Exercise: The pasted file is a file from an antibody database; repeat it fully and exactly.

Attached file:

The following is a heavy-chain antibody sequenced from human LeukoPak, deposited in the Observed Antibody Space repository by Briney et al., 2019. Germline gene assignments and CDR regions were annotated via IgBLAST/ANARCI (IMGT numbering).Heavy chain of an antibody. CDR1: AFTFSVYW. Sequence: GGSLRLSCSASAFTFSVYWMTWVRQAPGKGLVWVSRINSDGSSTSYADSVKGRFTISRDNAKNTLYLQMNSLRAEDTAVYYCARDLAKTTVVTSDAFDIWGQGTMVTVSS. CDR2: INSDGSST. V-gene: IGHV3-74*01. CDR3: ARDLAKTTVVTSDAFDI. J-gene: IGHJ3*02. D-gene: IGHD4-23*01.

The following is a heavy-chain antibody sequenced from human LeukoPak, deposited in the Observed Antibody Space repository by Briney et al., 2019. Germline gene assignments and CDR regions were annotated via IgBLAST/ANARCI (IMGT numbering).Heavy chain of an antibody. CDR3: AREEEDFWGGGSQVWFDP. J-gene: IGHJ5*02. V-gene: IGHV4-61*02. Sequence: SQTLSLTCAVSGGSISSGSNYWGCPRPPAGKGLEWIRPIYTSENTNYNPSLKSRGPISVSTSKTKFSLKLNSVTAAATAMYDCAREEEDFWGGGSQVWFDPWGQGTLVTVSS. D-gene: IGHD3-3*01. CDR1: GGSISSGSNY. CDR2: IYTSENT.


The following is a heavy-chain antibody sequenced from human LeukoPak, deposited in the Observed Antibody Space repository by Briney et al., 2019. Germline gene assignments and CDR regions were annotated via IgBLAST/ANARCI (IMGT numbering).Heavy chain of an antibody. CDR1: AFTFSVYW. Sequence: GGSLRLSCSASAFTFSVYWMTWVRQAPGKGLVWVSRINSDGSSTSYADSVKGRFTISRDNAKNTLYLQMNSLRAEDTAVYYCARDLAKTTVVTSDAFDIWGQGTMVTVSS. CDR2: INSDGSST. V-gene: IGHV3-74*01. CDR3: ARDLAKTTVVTSDAFDI. J-gene: IGHJ3*02. D-gene: IGHD4-23*01.

The following is a heavy-chain antibody sequenced from human LeukoPak, deposited in the Observed Antibody Space repository by Briney et al., 2019. Germline gene assignments and CDR regions were annotated via IgBLAST/ANARCI (IMGT numbering).Heavy chain of an antibody. CDR3: AREEEDFWGGGSQVWFDP. J-gene: IGHJ5*02. V-gene: IGHV4-61*02. Sequence: SQTLSLTCAVSGGSISSGSNYWGCPRPPAGKGLEWIRPIYTSENTNYNPSLKSRGPISVSTSKTKFSLKLNSVTAAATAMYDCAREEEDFWGGGSQVWFDPWGQGTLVTVSS. D-gene: IGHD3-3*01. CDR1: GGSISSGSNY. CDR2: IYTSENT.